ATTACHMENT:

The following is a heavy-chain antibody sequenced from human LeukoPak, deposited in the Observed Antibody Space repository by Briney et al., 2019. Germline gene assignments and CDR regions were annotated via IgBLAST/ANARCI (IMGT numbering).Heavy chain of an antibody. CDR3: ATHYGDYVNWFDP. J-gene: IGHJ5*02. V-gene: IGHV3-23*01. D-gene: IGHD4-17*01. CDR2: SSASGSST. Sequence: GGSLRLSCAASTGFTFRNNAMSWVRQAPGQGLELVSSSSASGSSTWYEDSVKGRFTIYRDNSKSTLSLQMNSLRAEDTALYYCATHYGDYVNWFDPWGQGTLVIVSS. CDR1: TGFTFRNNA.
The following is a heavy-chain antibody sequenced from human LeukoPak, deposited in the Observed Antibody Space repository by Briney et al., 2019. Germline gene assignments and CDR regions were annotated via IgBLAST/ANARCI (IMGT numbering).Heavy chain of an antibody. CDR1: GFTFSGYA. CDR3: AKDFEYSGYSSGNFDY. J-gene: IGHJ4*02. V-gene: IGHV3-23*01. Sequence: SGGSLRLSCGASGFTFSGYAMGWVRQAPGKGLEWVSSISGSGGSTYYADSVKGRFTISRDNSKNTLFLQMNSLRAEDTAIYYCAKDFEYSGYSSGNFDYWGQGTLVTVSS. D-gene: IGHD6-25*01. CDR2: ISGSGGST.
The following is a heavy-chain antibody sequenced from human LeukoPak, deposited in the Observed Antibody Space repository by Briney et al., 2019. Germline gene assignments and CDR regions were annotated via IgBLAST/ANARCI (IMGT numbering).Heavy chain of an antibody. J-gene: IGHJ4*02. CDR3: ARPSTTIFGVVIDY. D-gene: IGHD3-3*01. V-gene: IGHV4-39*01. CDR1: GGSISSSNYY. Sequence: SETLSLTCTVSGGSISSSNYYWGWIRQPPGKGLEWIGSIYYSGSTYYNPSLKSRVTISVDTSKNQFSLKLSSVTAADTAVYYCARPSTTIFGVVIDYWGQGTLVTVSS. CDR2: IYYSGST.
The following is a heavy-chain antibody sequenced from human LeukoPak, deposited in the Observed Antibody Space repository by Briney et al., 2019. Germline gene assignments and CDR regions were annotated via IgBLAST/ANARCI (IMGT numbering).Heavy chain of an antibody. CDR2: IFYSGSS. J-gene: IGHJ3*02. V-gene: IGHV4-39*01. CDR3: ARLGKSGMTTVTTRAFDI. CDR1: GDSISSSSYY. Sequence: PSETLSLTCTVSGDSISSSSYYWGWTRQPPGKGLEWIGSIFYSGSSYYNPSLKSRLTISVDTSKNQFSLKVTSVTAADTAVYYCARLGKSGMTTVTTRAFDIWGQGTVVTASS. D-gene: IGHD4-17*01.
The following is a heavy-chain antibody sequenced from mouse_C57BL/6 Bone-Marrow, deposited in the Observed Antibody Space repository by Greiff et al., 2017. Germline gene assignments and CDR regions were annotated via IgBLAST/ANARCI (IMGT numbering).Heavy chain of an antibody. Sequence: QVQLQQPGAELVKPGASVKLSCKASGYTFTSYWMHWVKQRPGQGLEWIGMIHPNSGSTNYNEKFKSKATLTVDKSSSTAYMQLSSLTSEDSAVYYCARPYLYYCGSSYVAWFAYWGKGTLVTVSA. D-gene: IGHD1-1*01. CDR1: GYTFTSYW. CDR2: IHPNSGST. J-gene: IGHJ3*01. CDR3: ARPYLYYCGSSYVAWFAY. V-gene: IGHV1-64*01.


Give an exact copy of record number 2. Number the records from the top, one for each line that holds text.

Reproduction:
The following is a heavy-chain antibody sequenced from human LeukoPak, deposited in the Observed Antibody Space repository by Briney et al., 2019. Germline gene assignments and CDR regions were annotated via IgBLAST/ANARCI (IMGT numbering).Heavy chain of an antibody. CDR1: GFTFSGYA. CDR3: AKDFEYSGYSSGNFDY. J-gene: IGHJ4*02. V-gene: IGHV3-23*01. Sequence: SGGSLRLSCGASGFTFSGYAMGWVRQAPGKGLEWVSSISGSGGSTYYADSVKGRFTISRDNSKNTLFLQMNSLRAEDTAIYYCAKDFEYSGYSSGNFDYWGQGTLVTVSS. D-gene: IGHD6-25*01. CDR2: ISGSGGST.